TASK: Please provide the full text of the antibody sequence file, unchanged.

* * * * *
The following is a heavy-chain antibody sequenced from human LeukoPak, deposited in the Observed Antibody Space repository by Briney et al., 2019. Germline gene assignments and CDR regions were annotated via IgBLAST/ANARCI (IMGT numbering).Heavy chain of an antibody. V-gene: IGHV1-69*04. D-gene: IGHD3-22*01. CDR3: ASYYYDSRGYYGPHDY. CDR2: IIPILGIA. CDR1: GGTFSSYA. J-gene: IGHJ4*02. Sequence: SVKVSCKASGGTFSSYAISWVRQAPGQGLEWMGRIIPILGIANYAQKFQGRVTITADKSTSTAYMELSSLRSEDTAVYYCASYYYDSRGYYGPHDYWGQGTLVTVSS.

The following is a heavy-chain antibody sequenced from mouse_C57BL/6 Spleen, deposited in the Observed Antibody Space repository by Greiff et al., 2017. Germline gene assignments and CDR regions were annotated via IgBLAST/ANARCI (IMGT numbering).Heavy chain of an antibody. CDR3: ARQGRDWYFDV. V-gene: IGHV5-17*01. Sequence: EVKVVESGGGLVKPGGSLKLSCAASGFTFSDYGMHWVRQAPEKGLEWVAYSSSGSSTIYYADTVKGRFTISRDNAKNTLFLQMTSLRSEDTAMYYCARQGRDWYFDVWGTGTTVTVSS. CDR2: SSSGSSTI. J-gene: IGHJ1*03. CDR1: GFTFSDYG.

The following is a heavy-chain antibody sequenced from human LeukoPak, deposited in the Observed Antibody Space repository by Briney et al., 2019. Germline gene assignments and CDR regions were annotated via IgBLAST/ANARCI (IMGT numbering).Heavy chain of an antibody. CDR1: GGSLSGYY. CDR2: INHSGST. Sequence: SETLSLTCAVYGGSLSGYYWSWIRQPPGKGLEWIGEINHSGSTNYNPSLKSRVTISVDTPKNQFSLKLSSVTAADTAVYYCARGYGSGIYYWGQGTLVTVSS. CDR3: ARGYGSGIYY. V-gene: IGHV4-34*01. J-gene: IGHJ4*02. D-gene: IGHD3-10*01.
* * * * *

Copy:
The following is a heavy-chain antibody sequenced from human LeukoPak, deposited in the Observed Antibody Space repository by Briney et al., 2019. Germline gene assignments and CDR regions were annotated via IgBLAST/ANARCI (IMGT numbering).Heavy chain of an antibody. V-gene: IGHV1-69*04. D-gene: IGHD3-22*01. CDR3: ASYYYDSRGYYGPHDY. CDR2: IIPILGIA. CDR1: GGTFSSYA. J-gene: IGHJ4*02. Sequence: SVKVSCKASGGTFSSYAISWVRQAPGQGLEWMGRIIPILGIANYAQKFQGRVTITADKSTSTAYMELSSLRSEDTAVYYCASYYYDSRGYYGPHDYWGQGTLVTVSS.

The following is a heavy-chain antibody sequenced from mouse_C57BL/6 Spleen, deposited in the Observed Antibody Space repository by Greiff et al., 2017. Germline gene assignments and CDR regions were annotated via IgBLAST/ANARCI (IMGT numbering).Heavy chain of an antibody. CDR3: ARQGRDWYFDV. V-gene: IGHV5-17*01. Sequence: EVKVVESGGGLVKPGGSLKLSCAASGFTFSDYGMHWVRQAPEKGLEWVAYSSSGSSTIYYADTVKGRFTISRDNAKNTLFLQMTSLRSEDTAMYYCARQGRDWYFDVWGTGTTVTVSS. CDR2: SSSGSSTI. J-gene: IGHJ1*03. CDR1: GFTFSDYG.

The following is a heavy-chain antibody sequenced from human LeukoPak, deposited in the Observed Antibody Space repository by Briney et al., 2019. Germline gene assignments and CDR regions were annotated via IgBLAST/ANARCI (IMGT numbering).Heavy chain of an antibody. CDR1: GGSLSGYY. CDR2: INHSGST. Sequence: SETLSLTCAVYGGSLSGYYWSWIRQPPGKGLEWIGEINHSGSTNYNPSLKSRVTISVDTPKNQFSLKLSSVTAADTAVYYCARGYGSGIYYWGQGTLVTVSS. CDR3: ARGYGSGIYY. V-gene: IGHV4-34*01. J-gene: IGHJ4*02. D-gene: IGHD3-10*01.